Purchasing a used machine has inherent risks. Wear and tear on machine components, outdated controls, misaligned components, improper repairs (see wiring, inset photograph), and its structural integrity are some of the many significant concerns. Even something less critical, such as the machine’s cleanness, can be a factor in pricing a used machine.

If the machine has been altered, restoring it to its original condition is possible only if all the original parts are still available. Generally, only the machine manufacturer can determine if vital components are still available. Here again, the manufacturer’s database has the necessary information.

Keep in mind that if the manufacturer reconditions the machine, it will replace all of the obsolete components. Moreover, a service contract provides a measure of assurance that the machine will have a sufficient service life.

Focus on Safety Technology

Of course, these indicators aren’t a guarantee. The ideal way to purchase a second-hand machine is to buy it from the original manufacturer. Many equipment manufacturers provide reconditioned and factory-tested second-hand machines.

Reconditioning gives the manufacturer an opportunity to restore the machine to original condition by completely dismantling and reconstructing it from scratch, and including the latest control, electrical and electronic devices, hydraulics, and so on. It’s also an opportunity for the manufacturer to install the latest safety features. In the U.S., this means bringing the machine into compliance with the latest standards, such as the American National Standards Institute (ANSI); in Europe, the machine earns the CE mark. If the machine doesn’t display a CE marking and its safety technology is incomplete, it must not be operated. In some cases, even the lack of operating instructions might be enough for a second-hand machine to be out of compliance with the safety regulations.

You should also inquire about the machine’s warranty when considering a reconditioned machine.

Better Brand-new?

When should a second-hand machine be avoided? The product range and intended use of the machine are critical considerations.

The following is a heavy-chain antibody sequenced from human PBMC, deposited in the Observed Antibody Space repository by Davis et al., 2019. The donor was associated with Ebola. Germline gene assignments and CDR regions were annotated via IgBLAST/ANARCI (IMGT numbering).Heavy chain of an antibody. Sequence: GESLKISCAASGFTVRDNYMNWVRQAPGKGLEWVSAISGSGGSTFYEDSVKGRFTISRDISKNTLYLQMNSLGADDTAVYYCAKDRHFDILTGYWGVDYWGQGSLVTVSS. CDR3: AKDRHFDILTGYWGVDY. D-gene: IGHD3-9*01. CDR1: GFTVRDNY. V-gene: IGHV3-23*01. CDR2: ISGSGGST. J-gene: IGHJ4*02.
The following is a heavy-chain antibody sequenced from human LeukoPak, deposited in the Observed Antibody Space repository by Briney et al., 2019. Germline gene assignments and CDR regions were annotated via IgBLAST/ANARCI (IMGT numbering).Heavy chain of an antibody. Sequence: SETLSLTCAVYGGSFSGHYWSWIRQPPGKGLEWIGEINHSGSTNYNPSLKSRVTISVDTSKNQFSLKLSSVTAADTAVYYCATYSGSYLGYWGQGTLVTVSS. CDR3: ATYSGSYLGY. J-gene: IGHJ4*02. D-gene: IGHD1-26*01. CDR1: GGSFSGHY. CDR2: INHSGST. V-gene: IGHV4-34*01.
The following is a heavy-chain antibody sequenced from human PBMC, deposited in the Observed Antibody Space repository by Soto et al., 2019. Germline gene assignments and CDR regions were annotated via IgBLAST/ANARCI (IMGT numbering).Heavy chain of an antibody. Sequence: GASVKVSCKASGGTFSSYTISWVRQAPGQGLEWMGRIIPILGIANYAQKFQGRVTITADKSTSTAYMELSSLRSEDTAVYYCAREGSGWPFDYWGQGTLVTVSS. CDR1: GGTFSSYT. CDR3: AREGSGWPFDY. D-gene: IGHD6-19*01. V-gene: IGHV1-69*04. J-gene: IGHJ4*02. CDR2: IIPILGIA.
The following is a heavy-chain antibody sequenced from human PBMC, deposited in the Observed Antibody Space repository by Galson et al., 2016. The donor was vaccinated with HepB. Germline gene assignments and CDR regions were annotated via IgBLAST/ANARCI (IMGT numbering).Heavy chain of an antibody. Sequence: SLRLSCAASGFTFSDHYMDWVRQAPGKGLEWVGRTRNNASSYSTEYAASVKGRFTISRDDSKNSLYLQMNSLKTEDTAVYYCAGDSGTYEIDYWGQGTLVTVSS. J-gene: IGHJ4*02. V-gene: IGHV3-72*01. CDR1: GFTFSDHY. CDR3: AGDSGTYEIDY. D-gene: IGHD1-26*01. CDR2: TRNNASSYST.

A second-hand machine is a candidate if no series parts are to be produced and sufficient time is scheduled for maintenance and repair. On the other hand, if production is dependent on a high level of availability, and you want the advantages of the latest controls, a new or reconditioned machine is a better choice.

Resolve These Questions Before Buying a Second-hand Machine

Resolving a handful of questions will go a long way in ensuring the machine is a good choice for the application, and that the machine will provide the necessary reliability and output.

  • Is the rating plate in place and does it match the machine?
  • When was the machine last used?
  • Are complete operating instructions pertaining to the machine present, including all maintenance documentation and wiring diagrams? Are they written in the language used by your company’s operators and maintenance personnel?
  • Are all the current safety regulations completely fulfilled?

Answering the following questions completely and accurately requires a machine evaluation by the manufacturer.

  • Is the machine suitable for the required component specification? Can the machine achieve the output demanded at maximum load?
  • Does the machine control show errors in test mode?
  • Does the mechanical system seem stable in test mode (no play, unusual noises, or signs of excessive wear)?
  • Can all spares be obtained easily?
  • Have any structural alterations been made to the machine?


Hartmut Stöhr

Managing Director
Schwarze-Robitec GmbH
Olpener Str. 460-474
Cologne, 51109
Germany
Phone: 49-221-8900-80

Bert Zorn

Managing Director
Schwarze-Robitec GmbH
Olpener Str. 460-474
Cologne, 51109
Germany
Phone: 49-221-8900-80

Jürgen Korte

Authorized Dealer
Schwarze-Robitec GmbH
Olpener Str. 460-474
Cologne, 51109
Germany
Phone: 49-221-8900-80